CA1806: Do not ignore method results

Value
Rule ID CA1806
Category Performance
Fix is breaking or non-breaking Non-breaking

Cause

There are several possible reasons for this warning:

  • A new object is created but never used.

  • A method that creates and returns a new string is called and the new string is never used.

  • A COM or P/Invoke method that returns a HRESULT or error code that's never used.

  • A language-integrated query (LINQ) method that returns a result that's never used.

Rule description

Unnecessary object creation and the associated garbage collection of the unused object degrade performance.

Strings are immutable and methods such as String.ToUpper return a new instance of a string instead of modifying the instance of the string in the calling method.

Ignoring HRESULT or an error code can lead to low-resource conditions or unexpected behavior in error conditions.

LINQ methods are known to not have side effects, and the result should not be ignored.

How to fix violations

If a method creates a new instance of an object that's never used, pass the instance as an argument to another method or assign the instance to a variable. If the object creation is unnecessary, remove it.

-or-

If method A calls method B but does not use the new string instance that method B returns, pass the instance as an argument to another method or assign the instance to a variable. Or remove the call if it's unnecessary.

-or-

If method A calls method B but does not use the HRESULT or error code that the method returns, use the result in a conditional statement, assign the result to a variable, or pass it as an argument to another method.

-or-

If a LINQ method A calls method B but does not use the result, use the result in a conditional statement, assign the result to a variable, or pass it as an argument to another method.

When to suppress warnings

Do not suppress a warning from this rule unless the act of creating the object serves some purpose.

Suppress a warning

If you just want to suppress a single violation, add preprocessor directives to your source file to disable and then re-enable the rule.

#pragma warning disable CA1806
// The code that's violating the rule is on this line.
#pragma warning restore CA1806

To disable the rule for a file, folder, or project, set its severity to none in the configuration file.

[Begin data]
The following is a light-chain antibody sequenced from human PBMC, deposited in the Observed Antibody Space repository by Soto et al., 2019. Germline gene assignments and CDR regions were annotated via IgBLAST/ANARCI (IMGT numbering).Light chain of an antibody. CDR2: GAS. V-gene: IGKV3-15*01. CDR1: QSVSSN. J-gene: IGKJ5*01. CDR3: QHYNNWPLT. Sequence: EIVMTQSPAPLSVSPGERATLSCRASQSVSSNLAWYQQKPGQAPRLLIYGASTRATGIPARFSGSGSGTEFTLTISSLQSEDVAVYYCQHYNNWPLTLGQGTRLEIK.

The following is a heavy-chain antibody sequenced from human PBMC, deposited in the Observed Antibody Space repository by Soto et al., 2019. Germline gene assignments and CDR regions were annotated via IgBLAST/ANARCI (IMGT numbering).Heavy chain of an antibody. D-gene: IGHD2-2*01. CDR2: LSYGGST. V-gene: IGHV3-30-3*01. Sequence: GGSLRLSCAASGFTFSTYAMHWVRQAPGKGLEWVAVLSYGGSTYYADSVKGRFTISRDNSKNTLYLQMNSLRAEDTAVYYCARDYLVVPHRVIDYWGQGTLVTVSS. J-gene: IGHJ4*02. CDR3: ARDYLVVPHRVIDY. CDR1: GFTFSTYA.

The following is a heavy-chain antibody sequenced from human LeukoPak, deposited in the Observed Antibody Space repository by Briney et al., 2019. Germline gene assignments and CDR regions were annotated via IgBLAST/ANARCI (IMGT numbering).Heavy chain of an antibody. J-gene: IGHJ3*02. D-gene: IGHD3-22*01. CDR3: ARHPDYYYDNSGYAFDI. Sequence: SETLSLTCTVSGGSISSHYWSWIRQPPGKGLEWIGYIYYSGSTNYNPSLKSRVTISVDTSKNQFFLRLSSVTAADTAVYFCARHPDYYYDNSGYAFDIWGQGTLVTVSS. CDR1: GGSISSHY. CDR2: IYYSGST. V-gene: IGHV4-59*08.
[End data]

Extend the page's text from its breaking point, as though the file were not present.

[*.{cs,vb}]
dotnet_diagnostic.CA1806.severity = none

To disable this entire category of rules, set the severity for the category to none in the configuration file.

[*.{cs,vb}]
dotnet_analyzer_diagnostic.category-Performance.severity = none

For more information, see How to suppress code analysis warnings.

Configure code to analyze

Use the following option to configure which parts of your codebase to run this rule on.

Additional methods to enforce

You can configure this rule to check that results from additional custom APIs are used. Specify one or more methods as the value of the additional_use_results_methods option. To specify multiple method names, separate them with |. The allowable formats for the method name are:

  • Method name only (which will include all methods with that name, regardless of their containing type or namespace).
  • Fully qualified name in the documentation ID format, with an optional M: prefix.

For example, to specify that rule CA1806 should also check that the result from a method named MyMethod1 is used, add the following key-value pair to an .editorconfig file in your project.

dotnet_code_quality.CA1806.additional_use_results_methods = MyMethod1

Or, use the fully qualified name to disambiguate or ensure that only a specific method with that name is included.

dotnet_code_quality.CA1806.additional_use_results_methods = M:MyNamespace.MyType.MyMethod1(ParamType)

Example 1

The following example shows a class that ignores the result of calling String.Trim.

public class Book
{
    private readonly string _Title;

    public Book(string title)
    {
        if (title != null)
        {
            // Violates this rule
            title.Trim();
        }

        _Title = title;
    }

    public string Title
    {
        get { return _Title; }
    }
}
Public Class Book
    Public Sub New(ByVal title As String)

        If title IsNot Nothing Then
            ' Violates this rule                
            title.Trim()
        End If

        Me.Title = title

    End Sub

    Public ReadOnly Property Title() As String

End Class

Example 2

The following example fixes the Example 1 violation by assigning the result of String.Trim back to the variable it was called on.

public class Book
{
    private readonly string _Title;

    public Book(string title)
    {
        if (title != null)
        {
            title = title.Trim();
        }

        _Title = title;
    }

    public string Title
    {
        get { return _Title; }
    }
}
Public Class Book
    Public Sub New(ByVal title As String)

        If title IsNot Nothing Then
            title = title.Trim()
        End If

        Me.Title = title

    End Sub

    Public ReadOnly Property Title() As String

End Class

Example 3

The following example shows a method that does not use an object that it creates.

Note

This violation cannot be reproduced in Visual Basic.

public class Book
{
    public Book()
    {
    }

    public static Book CreateBook()
    {
        // Violates this rule
        new Book();
        return new Book();
    }
}

Example 4

The following example fixes the Example 3 violation by removing the unnecessary creation of an object.

public class Book
{
    public Book()
    {
    }

    public static Book CreateBook()
    {
        return new Book();
    }
}